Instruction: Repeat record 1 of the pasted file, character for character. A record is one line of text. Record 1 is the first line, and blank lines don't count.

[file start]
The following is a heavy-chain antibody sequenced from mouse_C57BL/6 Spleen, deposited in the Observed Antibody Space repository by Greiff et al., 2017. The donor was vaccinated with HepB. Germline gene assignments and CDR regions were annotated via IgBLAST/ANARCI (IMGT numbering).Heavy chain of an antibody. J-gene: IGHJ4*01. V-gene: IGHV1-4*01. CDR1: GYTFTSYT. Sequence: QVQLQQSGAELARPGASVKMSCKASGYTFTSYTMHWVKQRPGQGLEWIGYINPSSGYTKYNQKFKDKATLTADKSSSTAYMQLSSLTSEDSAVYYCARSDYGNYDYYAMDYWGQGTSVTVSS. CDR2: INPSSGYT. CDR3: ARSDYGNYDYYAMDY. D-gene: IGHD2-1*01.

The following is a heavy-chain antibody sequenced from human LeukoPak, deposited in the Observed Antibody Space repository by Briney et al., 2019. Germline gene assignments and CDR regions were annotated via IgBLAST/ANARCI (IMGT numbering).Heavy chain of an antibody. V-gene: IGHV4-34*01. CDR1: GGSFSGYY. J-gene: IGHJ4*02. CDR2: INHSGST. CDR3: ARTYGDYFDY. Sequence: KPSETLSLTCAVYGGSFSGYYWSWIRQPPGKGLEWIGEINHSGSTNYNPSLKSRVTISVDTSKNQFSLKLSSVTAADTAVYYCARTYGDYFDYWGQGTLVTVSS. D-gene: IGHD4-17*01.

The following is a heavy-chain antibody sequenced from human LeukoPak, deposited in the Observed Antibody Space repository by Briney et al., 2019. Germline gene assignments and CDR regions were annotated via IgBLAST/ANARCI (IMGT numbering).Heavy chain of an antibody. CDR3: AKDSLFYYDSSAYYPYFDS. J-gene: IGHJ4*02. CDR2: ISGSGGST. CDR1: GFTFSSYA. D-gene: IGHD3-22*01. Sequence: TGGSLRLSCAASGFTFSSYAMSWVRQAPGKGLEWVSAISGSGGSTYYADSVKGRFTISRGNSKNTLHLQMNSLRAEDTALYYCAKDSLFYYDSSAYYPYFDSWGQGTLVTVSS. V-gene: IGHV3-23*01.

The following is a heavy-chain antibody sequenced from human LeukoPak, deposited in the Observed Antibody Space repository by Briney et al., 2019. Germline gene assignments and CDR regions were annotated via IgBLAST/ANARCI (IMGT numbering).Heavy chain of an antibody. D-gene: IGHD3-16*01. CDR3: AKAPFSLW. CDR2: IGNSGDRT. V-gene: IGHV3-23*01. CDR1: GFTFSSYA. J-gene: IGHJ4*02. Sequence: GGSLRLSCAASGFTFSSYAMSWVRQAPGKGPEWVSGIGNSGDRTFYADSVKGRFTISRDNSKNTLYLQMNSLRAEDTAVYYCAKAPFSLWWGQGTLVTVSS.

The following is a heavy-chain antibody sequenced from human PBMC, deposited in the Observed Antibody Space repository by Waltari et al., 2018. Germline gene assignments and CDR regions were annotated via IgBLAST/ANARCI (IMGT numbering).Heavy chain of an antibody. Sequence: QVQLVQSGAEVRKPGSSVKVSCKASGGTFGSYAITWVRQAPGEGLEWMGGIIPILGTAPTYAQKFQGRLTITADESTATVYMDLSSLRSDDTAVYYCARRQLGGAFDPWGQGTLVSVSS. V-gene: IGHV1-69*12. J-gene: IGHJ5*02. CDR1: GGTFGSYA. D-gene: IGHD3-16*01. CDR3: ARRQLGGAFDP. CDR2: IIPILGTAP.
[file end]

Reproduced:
The following is a heavy-chain antibody sequenced from mouse_C57BL/6 Spleen, deposited in the Observed Antibody Space repository by Greiff et al., 2017. The donor was vaccinated with HepB. Germline gene assignments and CDR regions were annotated via IgBLAST/ANARCI (IMGT numbering).Heavy chain of an antibody. J-gene: IGHJ4*01. V-gene: IGHV1-4*01. CDR1: GYTFTSYT. Sequence: QVQLQQSGAELARPGASVKMSCKASGYTFTSYTMHWVKQRPGQGLEWIGYINPSSGYTKYNQKFKDKATLTADKSSSTAYMQLSSLTSEDSAVYYCARSDYGNYDYYAMDYWGQGTSVTVSS. CDR2: INPSSGYT. CDR3: ARSDYGNYDYYAMDY. D-gene: IGHD2-1*01.